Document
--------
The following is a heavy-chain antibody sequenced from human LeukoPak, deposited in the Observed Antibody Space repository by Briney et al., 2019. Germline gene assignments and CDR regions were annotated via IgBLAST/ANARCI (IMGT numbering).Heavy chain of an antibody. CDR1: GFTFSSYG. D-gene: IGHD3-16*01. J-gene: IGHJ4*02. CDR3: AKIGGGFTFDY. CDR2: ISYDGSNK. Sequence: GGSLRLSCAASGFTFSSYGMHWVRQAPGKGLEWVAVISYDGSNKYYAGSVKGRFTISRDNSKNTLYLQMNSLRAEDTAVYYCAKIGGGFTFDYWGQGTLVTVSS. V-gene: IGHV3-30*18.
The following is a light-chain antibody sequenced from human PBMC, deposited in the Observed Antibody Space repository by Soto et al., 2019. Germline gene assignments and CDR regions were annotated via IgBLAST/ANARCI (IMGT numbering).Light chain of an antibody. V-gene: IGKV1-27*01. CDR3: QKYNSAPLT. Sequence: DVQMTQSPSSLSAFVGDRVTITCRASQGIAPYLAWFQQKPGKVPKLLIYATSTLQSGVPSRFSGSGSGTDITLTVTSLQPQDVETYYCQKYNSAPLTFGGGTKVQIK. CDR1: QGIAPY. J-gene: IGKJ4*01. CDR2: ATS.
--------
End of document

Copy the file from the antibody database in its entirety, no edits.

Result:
The following is a heavy-chain antibody sequenced from human LeukoPak, deposited in the Observed Antibody Space repository by Briney et al., 2019. Germline gene assignments and CDR regions were annotated via IgBLAST/ANARCI (IMGT numbering).Heavy chain of an antibody. CDR1: GFTFSSYG. D-gene: IGHD3-16*01. J-gene: IGHJ4*02. CDR3: AKIGGGFTFDY. CDR2: ISYDGSNK. Sequence: GGSLRLSCAASGFTFSSYGMHWVRQAPGKGLEWVAVISYDGSNKYYAGSVKGRFTISRDNSKNTLYLQMNSLRAEDTAVYYCAKIGGGFTFDYWGQGTLVTVSS. V-gene: IGHV3-30*18.
The following is a light-chain antibody sequenced from human PBMC, deposited in the Observed Antibody Space repository by Soto et al., 2019. Germline gene assignments and CDR regions were annotated via IgBLAST/ANARCI (IMGT numbering).Light chain of an antibody. V-gene: IGKV1-27*01. CDR3: QKYNSAPLT. Sequence: DVQMTQSPSSLSAFVGDRVTITCRASQGIAPYLAWFQQKPGKVPKLLIYATSTLQSGVPSRFSGSGSGTDITLTVTSLQPQDVETYYCQKYNSAPLTFGGGTKVQIK. CDR1: QGIAPY. J-gene: IGKJ4*01. CDR2: ATS.